Nathan Phillips of the Omaha Tribe sings and plays a drum at the fifth annual Ponca sacred corn planting ceremony near Neligh, Nebraska, on June 10, 2018. Photo by Kevin Abourezk

Native Sun News Today: Communities prepare for impacts of Keystone XL Pipeline

Gearing up for the incoming man-camps
By A. Gay Kingman
For Native Sun News Today

BELLE FOURCHE – County commission agenda items across nine West River counties have one topic in common; safety and security concerns surrounding the building of the Keystone XL pipeline.

In the next six months, two cities will be built with populations larger than most of the existing towns west of the Missouri River. Two similar cities will be built in 2020.

The temporary towns will be in place for up to two years, include several dozen buildings and each be inhabited by up to 1,400 workers in what is commonly referred to as "man camps."

Plans for the project are moving quickly as builder and owner TransCanada Corp., rushes to start construction of the $8 billion pipeline next spring. Trucks hauling gravel to strengthen country roads are already commonplace and some land is being cleared on the pipeline path.

The pipeline route through South Dakota will run northwest to southeast from Harding County through Butte, Perkins, Meade, Pennington, Haakon, Jones, Lyman and Tripp counties before moving into Nebraska.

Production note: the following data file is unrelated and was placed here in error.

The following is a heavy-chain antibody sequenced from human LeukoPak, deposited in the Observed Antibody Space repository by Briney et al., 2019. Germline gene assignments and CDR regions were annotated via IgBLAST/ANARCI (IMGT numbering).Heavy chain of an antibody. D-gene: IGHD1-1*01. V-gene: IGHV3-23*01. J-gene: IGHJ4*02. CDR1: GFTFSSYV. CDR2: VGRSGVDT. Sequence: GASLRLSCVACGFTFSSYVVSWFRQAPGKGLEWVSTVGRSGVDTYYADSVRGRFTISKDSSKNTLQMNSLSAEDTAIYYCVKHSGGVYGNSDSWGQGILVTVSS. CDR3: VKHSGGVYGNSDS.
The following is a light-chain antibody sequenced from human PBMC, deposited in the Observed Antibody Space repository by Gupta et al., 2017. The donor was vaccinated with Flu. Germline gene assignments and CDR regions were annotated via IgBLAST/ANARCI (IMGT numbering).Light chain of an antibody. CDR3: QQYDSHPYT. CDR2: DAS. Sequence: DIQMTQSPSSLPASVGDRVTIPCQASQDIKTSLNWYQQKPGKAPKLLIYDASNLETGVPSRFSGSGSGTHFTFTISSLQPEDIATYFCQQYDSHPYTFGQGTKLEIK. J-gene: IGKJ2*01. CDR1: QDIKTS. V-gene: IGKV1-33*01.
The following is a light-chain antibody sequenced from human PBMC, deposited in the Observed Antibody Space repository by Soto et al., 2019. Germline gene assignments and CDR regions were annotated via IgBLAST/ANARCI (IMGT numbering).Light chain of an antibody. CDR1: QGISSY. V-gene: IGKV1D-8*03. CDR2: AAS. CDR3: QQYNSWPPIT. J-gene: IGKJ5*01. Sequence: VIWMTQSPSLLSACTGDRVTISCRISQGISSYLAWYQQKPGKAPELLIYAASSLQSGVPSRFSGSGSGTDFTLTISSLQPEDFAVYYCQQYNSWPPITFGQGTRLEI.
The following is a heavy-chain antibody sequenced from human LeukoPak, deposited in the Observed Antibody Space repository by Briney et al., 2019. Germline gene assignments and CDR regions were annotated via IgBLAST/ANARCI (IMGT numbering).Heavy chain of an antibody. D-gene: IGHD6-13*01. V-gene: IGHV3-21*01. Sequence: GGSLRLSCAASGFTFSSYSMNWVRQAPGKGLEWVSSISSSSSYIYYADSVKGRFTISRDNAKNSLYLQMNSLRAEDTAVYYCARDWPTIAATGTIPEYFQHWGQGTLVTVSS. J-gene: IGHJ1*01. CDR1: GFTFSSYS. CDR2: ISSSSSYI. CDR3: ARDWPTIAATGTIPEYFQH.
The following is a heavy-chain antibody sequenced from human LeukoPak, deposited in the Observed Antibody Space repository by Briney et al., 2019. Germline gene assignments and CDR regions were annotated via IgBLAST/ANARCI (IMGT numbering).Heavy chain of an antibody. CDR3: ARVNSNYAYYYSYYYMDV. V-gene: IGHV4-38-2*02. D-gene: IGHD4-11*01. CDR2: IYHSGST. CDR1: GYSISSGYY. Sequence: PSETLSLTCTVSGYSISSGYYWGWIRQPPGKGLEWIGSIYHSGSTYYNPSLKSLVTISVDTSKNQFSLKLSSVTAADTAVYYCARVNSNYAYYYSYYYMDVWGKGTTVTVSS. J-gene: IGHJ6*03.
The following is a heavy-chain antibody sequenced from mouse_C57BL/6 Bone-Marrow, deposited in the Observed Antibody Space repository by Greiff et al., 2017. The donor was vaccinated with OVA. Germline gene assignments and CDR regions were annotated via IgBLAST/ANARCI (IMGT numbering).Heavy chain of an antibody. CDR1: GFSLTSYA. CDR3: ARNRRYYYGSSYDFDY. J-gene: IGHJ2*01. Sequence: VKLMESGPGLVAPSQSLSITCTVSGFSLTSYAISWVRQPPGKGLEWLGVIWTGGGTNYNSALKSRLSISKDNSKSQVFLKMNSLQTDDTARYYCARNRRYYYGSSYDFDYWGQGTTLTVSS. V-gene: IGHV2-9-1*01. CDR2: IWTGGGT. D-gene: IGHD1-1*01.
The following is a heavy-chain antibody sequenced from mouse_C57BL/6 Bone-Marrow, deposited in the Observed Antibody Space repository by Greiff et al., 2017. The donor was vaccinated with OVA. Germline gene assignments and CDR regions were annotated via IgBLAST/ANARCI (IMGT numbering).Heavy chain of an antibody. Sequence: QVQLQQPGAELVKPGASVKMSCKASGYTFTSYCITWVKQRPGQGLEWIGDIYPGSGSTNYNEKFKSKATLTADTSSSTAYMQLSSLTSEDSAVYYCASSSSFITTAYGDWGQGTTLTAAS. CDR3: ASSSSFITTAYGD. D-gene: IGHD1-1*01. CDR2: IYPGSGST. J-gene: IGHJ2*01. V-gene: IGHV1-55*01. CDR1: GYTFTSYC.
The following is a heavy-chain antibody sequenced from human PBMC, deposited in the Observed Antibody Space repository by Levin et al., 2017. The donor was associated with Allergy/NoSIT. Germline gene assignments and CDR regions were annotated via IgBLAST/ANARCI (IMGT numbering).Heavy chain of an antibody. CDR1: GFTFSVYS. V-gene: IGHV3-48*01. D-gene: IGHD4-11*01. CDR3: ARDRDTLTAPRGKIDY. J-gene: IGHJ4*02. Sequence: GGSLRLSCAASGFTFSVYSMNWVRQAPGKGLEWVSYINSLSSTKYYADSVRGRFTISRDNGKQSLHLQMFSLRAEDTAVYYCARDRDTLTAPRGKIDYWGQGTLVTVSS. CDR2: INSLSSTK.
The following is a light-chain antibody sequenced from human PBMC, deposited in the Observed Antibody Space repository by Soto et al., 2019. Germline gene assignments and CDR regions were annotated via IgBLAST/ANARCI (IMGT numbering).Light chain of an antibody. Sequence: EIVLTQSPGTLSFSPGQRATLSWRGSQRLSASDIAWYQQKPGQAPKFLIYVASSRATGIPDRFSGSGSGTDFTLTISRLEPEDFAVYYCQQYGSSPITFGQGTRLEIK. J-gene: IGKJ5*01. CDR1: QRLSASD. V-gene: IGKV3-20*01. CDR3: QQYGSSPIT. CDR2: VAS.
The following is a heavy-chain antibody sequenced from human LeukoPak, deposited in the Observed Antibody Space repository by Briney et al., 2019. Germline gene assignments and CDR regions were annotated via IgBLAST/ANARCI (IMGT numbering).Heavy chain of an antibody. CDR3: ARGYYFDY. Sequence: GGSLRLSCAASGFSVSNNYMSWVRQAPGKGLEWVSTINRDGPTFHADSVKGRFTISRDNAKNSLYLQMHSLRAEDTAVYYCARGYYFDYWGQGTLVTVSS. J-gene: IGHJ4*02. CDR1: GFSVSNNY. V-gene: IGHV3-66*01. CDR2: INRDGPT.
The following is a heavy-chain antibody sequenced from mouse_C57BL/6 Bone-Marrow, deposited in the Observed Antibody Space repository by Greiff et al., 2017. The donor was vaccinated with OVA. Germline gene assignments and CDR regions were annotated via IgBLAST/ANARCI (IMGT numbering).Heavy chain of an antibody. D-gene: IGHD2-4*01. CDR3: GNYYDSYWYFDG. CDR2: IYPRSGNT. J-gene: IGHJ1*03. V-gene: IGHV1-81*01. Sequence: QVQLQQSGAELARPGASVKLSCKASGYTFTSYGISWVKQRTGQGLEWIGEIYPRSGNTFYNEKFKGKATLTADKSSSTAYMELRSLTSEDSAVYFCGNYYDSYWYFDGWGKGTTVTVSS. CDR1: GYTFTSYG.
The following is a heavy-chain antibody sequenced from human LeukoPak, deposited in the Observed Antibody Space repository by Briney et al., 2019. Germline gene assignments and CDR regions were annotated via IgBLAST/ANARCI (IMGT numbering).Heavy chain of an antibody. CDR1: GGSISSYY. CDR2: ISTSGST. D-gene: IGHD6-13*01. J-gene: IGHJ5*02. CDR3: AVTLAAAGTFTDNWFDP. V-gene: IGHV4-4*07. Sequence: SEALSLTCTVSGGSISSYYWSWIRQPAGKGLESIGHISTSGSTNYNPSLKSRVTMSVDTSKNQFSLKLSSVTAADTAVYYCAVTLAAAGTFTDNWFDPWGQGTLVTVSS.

Supporters of the pipeline say it is the most economical, safest way to move oil and will help reduce American reliance on oil from less-stable Middle Eastern nations.

Opponents argue that the pipeline is prone to leaking, is being built through Native American historical sites and natural landscapes that should be protected, and is subsidizing a foreign country’s (Canada) oil production with crude to be sold to China and other countries – not the U.S.

Protests over the Dakota Access Pipeline in North Dakota in 2016-17 cost local and state governments more than $38 million. In South Dakota, local counties would be expected to pay significant costs before state disaster aid would become available.


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Read the rest of the story on Native Sun News Today: Gearing up for the incoming man-camps

 A. Gay Kingman wrote this article for Native Sun News Today. She serves as the executive director of the Great Plains Tribal Chairmen's Association Inc. and can be reached at

Copyright permission Native Sun News Today

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